NOTE: Bouillon powder can be very salty, so use a lighter hand if you're planning for soup or dip.

You can also substitute 2 tablespoons tomato paste or ½ cup of V8 juice for the green veggies for a tomato alfredo. More water may be needed to loosen it up if you use tomato paste. Either way, it's very good!

Monday, June 19, 2006

Recipe I've never gotten around to trying but want to share (Chéz Panisse Gingersnaps)

I was websurfing oh...ages ago...and came across this story and recipe on feeding dexygus seconds: Chéz Panisse Gingersnaps. Cute story and the recipe gets raves. One of these days I will jump on the bandwagon, myself. But do let me know if you are more proactive than I am and actually bake them!

Chéz Panisse Gingersnaps

8 ounces unsalted butter
1 1/4 cup + 2 Tbsp. sugar
1/2 tsp. vanilla extract
2 small eggs or 1 1/2 large eggs
1/3 cup molasses
3 cups all-purpose flour
2 1/2 tsp. baking soda
1/2 tsp. salt
2 1/2 tsp. cinnamon
2 1/2 tsp. ground ginger
1/8 tsp. ground black pepper

Cream butter until soft. Add sugar, and beat until light and fluffy. Add vanilla and eggs, and beat until fluffy. Add molasses and beat until well-incorporated. Sift the dry ingredients, and add to the mixture. On low speed, mix until it all just comes together. Line a 9" x 5" loaf pan with plastic wrap, so that some hangs over the outsides. Press the dough into the bottom of the pan. Pack it tightly, and try to make the top as level as possible. Cover the dough with the plastic overhangs. Freeze until very firm, preferably overnight. Unwrap and remove dough from the pan. Slice brick into thin slices, no more than 1/8". Place on a parchment-lined sheetpan and bake at 350 degrees until the edges turn dark brown, about 12 minutes.

-The dough gets soft quickly, so work fast.
-Because the cookies are so thin, there's a fine line between underbaked and burned. Keep an eye on them. And actually I think they taste best when they're very slightly burned on the edges.

Saturday, June 17, 2006

St. Patties day (Falafel, No-Bake Cookies)

No, not St. Paddy's Day - that's in March, when those of us who are Irish and those of us who are not join together in celebration of that island nation by cooking and eating a dish (Corned Beef and Cabbage) that the natives never eat in the Emerald Isle but only in America. No one knows why. But it makes people happy.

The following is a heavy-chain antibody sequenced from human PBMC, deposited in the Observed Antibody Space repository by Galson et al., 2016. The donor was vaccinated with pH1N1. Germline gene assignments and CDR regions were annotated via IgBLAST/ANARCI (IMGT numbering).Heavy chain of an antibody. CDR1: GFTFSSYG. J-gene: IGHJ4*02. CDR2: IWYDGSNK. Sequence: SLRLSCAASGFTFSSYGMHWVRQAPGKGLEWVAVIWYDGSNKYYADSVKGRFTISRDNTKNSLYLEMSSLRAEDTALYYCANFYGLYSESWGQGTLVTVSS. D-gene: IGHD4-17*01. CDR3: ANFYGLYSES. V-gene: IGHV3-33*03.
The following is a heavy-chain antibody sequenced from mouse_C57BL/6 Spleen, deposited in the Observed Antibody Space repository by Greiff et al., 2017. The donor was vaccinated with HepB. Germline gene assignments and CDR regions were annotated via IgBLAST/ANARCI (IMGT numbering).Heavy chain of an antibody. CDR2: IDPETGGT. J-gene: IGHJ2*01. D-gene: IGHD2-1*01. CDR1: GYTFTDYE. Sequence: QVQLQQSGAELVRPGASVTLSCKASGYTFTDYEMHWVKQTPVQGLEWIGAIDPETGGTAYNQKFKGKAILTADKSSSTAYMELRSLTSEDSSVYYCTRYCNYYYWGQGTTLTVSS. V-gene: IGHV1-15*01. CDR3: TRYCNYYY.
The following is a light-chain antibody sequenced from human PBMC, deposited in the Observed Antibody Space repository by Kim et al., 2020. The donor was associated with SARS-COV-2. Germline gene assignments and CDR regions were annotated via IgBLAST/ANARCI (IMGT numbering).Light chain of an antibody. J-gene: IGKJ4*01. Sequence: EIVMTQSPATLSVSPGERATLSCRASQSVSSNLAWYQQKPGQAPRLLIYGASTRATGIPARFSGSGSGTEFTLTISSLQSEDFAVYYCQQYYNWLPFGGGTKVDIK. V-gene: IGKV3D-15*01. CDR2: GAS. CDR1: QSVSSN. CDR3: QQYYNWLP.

No, this is what I happened to notice after I'd made some No-Bake (yea!) Chocolate Fudge Cookies due to the extreme heat outside (yes to chocolate, no to the oven) and then decided I wanted falafel for dinner - I had a really dull-looking selection of food!

My teachers always said to vary the shapes and colors of your dishes and here I was looking at a platter of semi-round dark brown chocolate cookies and a platter of semi-round brown falafel patties (I didn't use as much bread crumb as I normally do, so the mixture couldn't hold a ball shape as in the first picture of 'normal' falafel.) with semi-round light brown pita bread (the round bowl of salad greens didn't help much). I looked around for some other color or shape to perk things up and found some baby carrots, which seem to be dominating the falafel in my pic. I'll have to re-take that next time. Dinner was not very attractive but it was tasty, with my light, spicy falafel and oaty, buttery chocolate cookies.  Mmmm.

My Falafel Recipe

1 onion
½ cup parsley
3 cloves garlic
1 egg
1 teaspoon lemon juice
1 tablespoon olive oil
2 jalapeño peppers (optional)
1 cup dry chickpeas (garbanzo beans), soaked overnight
2 teaspoons ground cumin
1 teaspoon ground coriander
1 teaspoon salt
black pepper to taste
cayenne pepper to taste
1 teaspoon baking powder
bread crumbs or shredded pita
oil for frying

Run the first six ingredients in a food processor until smooth (include jalapeños, if using). Add chickpeas and process until nearly smooth. Transfer mixture to a bowl and stir in the spices. Yes, it is supposed to be green. Add as much bread crumb or pita as you need to thicken the mixture enough to hold a ball shape. (I decided not to use as much as that and just made my funny little patties.) Form into golf ball sized rounds and either bake, deep fry or fry in a little bit of oil in a pan until golden brown. Serve in a whole wheat pita with some salad greens and some mediterranean sesame dressing, if you want to be more authentic. At its simplest, this consists of tahini - sesame seed paste - loosened up with a little water, a pinch of chopped garlic and enough lemon juice to make it pourable.

No-Bake Fudge Cookies (Thanks, Johanna)

¼ cup butter or margarine
½ cup cocoa powder
½ cup soy milk